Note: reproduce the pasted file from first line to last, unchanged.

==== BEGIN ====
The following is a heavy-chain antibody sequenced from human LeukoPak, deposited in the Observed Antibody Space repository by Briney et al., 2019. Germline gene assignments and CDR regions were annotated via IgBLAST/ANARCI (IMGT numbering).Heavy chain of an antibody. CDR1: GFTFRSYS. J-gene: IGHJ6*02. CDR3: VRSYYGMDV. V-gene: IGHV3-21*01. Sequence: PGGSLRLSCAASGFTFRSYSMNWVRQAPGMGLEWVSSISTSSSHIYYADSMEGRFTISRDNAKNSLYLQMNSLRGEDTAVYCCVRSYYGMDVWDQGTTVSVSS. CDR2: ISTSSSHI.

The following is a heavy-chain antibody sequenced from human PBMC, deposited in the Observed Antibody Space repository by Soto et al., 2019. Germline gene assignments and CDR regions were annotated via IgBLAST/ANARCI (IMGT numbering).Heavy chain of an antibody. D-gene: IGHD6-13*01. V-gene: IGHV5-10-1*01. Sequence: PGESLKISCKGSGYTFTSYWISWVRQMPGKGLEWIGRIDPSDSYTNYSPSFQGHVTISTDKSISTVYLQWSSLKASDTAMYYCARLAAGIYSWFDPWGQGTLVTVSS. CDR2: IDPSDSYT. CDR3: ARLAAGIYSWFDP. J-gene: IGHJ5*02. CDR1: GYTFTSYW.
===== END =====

The following is a heavy-chain antibody sequenced from human LeukoPak, deposited in the Observed Antibody Space repository by Briney et al., 2019. Germline gene assignments and CDR regions were annotated via IgBLAST/ANARCI (IMGT numbering).Heavy chain of an antibody. CDR1: GFTFRSYS. J-gene: IGHJ6*02. CDR3: VRSYYGMDV. V-gene: IGHV3-21*01. Sequence: PGGSLRLSCAASGFTFRSYSMNWVRQAPGMGLEWVSSISTSSSHIYYADSMEGRFTISRDNAKNSLYLQMNSLRGEDTAVYCCVRSYYGMDVWDQGTTVSVSS. CDR2: ISTSSSHI.

The following is a heavy-chain antibody sequenced from human PBMC, deposited in the Observed Antibody Space repository by Soto et al., 2019. Germline gene assignments and CDR regions were annotated via IgBLAST/ANARCI (IMGT numbering).Heavy chain of an antibody. D-gene: IGHD6-13*01. V-gene: IGHV5-10-1*01. Sequence: PGESLKISCKGSGYTFTSYWISWVRQMPGKGLEWIGRIDPSDSYTNYSPSFQGHVTISTDKSISTVYLQWSSLKASDTAMYYCARLAAGIYSWFDPWGQGTLVTVSS. CDR2: IDPSDSYT. CDR3: ARLAAGIYSWFDP. J-gene: IGHJ5*02. CDR1: GYTFTSYW.